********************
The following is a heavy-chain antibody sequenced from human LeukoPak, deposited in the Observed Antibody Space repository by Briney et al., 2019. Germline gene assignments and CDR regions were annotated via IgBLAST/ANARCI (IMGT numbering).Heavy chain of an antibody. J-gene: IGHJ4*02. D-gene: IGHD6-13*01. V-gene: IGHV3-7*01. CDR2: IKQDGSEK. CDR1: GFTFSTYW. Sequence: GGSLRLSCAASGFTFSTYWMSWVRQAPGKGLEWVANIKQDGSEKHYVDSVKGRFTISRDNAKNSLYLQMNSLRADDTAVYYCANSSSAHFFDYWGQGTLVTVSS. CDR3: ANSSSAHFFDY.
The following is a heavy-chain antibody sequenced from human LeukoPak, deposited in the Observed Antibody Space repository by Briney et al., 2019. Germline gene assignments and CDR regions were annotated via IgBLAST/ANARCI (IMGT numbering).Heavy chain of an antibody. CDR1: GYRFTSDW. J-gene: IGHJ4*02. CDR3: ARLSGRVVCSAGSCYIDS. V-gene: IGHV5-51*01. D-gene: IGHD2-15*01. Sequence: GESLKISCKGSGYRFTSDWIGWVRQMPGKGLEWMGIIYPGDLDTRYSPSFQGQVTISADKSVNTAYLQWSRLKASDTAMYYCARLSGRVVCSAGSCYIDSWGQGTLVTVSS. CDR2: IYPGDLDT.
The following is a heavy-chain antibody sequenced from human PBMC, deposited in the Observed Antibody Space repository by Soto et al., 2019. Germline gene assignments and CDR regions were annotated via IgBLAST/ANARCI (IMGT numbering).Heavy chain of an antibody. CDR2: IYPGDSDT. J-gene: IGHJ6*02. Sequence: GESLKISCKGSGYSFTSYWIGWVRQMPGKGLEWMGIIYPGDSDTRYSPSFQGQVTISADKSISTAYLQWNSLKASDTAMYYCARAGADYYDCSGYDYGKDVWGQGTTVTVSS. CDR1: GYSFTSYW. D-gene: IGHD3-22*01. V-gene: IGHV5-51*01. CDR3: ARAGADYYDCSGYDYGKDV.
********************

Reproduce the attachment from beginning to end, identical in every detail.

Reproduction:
The following is a heavy-chain antibody sequenced from human LeukoPak, deposited in the Observed Antibody Space repository by Briney et al., 2019. Germline gene assignments and CDR regions were annotated via IgBLAST/ANARCI (IMGT numbering).Heavy chain of an antibody. J-gene: IGHJ4*02. D-gene: IGHD6-13*01. V-gene: IGHV3-7*01. CDR2: IKQDGSEK. CDR1: GFTFSTYW. Sequence: GGSLRLSCAASGFTFSTYWMSWVRQAPGKGLEWVANIKQDGSEKHYVDSVKGRFTISRDNAKNSLYLQMNSLRADDTAVYYCANSSSAHFFDYWGQGTLVTVSS. CDR3: ANSSSAHFFDY.
The following is a heavy-chain antibody sequenced from human LeukoPak, deposited in the Observed Antibody Space repository by Briney et al., 2019. Germline gene assignments and CDR regions were annotated via IgBLAST/ANARCI (IMGT numbering).Heavy chain of an antibody. CDR1: GYRFTSDW. J-gene: IGHJ4*02. CDR3: ARLSGRVVCSAGSCYIDS. V-gene: IGHV5-51*01. D-gene: IGHD2-15*01. Sequence: GESLKISCKGSGYRFTSDWIGWVRQMPGKGLEWMGIIYPGDLDTRYSPSFQGQVTISADKSVNTAYLQWSRLKASDTAMYYCARLSGRVVCSAGSCYIDSWGQGTLVTVSS. CDR2: IYPGDLDT.
The following is a heavy-chain antibody sequenced from human PBMC, deposited in the Observed Antibody Space repository by Soto et al., 2019. Germline gene assignments and CDR regions were annotated via IgBLAST/ANARCI (IMGT numbering).Heavy chain of an antibody. CDR2: IYPGDSDT. J-gene: IGHJ6*02. Sequence: GESLKISCKGSGYSFTSYWIGWVRQMPGKGLEWMGIIYPGDSDTRYSPSFQGQVTISADKSISTAYLQWNSLKASDTAMYYCARAGADYYDCSGYDYGKDVWGQGTTVTVSS. CDR1: GYSFTSYW. D-gene: IGHD3-22*01. V-gene: IGHV5-51*01. CDR3: ARAGADYYDCSGYDYGKDV.